The Oakland Athletics were riding high entering the final game of their three-game series against the visiting Boston Red Sox. After losing 7-2 to the Texas Rangers on June 30, the Athletics won three games in a row to move two games under .500 at 40-42 on Independence Day. The A’s were led by their starting pitching, which had given up two or fewer runs in 17 of their previous 19 games.
Meanwhile, the Red Sox were hoping to avoid a sweep, having won at least one game in each of their series against the Athletics dating back to May 2008. 1 Boston entered the game at 42-39, hoping to return to the playoffs following their collapse of September 2011, when the Red Sox blew a nine-game lead in the wild-card race to the Tampa Bay Rays and missed the postseason. 2
One of the biggest stories entering the game was Red Sox designated hitter David Ortiz’s attempt to hit his 400th career home run. Entering the game, the 36-year-old Ortiz, in his 16th season in the majors, was batting .301 with 21 home runs. He hit his 399th homer on June 27 against the Toronto Blue Jays but entered this game having gone 25 at-bats without a home run. 3 Oakland first baseman Brandon Moss, Ortiz’s former Red Sox teammate, had told Ortiz earlier in the series that while “he prefers Ortiz not hit No. 400 against the A’s, he also would really like it to happen.” 4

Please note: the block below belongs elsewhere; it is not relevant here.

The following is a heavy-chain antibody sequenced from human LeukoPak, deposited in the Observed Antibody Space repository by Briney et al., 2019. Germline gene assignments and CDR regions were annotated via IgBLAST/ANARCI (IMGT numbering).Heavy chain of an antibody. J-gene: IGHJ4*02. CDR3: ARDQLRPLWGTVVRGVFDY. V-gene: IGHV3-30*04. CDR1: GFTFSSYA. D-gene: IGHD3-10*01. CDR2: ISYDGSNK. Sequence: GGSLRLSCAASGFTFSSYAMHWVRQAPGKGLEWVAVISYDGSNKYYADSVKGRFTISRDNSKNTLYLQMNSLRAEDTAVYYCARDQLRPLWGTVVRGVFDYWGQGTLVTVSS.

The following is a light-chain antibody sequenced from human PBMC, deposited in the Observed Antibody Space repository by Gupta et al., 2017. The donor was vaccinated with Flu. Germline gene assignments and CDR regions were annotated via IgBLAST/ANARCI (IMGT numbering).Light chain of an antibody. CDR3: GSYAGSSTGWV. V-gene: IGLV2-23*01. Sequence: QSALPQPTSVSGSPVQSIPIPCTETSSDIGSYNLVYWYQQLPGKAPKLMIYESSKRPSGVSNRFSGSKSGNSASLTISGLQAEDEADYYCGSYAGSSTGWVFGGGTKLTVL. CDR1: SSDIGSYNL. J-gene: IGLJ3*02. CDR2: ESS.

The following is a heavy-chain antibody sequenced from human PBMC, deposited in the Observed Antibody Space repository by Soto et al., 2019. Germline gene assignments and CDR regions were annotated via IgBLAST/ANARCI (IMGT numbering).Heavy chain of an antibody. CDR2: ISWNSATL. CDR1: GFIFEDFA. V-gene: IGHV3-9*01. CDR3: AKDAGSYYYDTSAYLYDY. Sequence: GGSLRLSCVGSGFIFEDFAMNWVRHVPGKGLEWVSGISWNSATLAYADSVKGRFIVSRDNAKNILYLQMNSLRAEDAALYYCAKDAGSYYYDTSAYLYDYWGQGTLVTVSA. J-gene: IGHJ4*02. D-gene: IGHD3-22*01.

Ortiz struck out in his first at-bat against starting pitcher A.J. Griffin, ending the top of the first inning. The game’s first run came in the bottom of the second. Moss, leading off the inning against Boston starting pitcher Aaron Cook, worked a 2-and-2 count before hitting a home run to center field. The home run gave the Athletics home runs in 15 consecutive games, their longest such streak since 2002. 5
Oakland’s 1-0 lead stood until the top of the fourth. Ortiz led off the inning and hit his 400th career home run, down the right-field line. Ortiz became the 49th player in major league history to hit 400 home runs – and the second of 2012, following the Chicago White Sox’ Paul Konerko. 6 The home run tied the game at 1-1.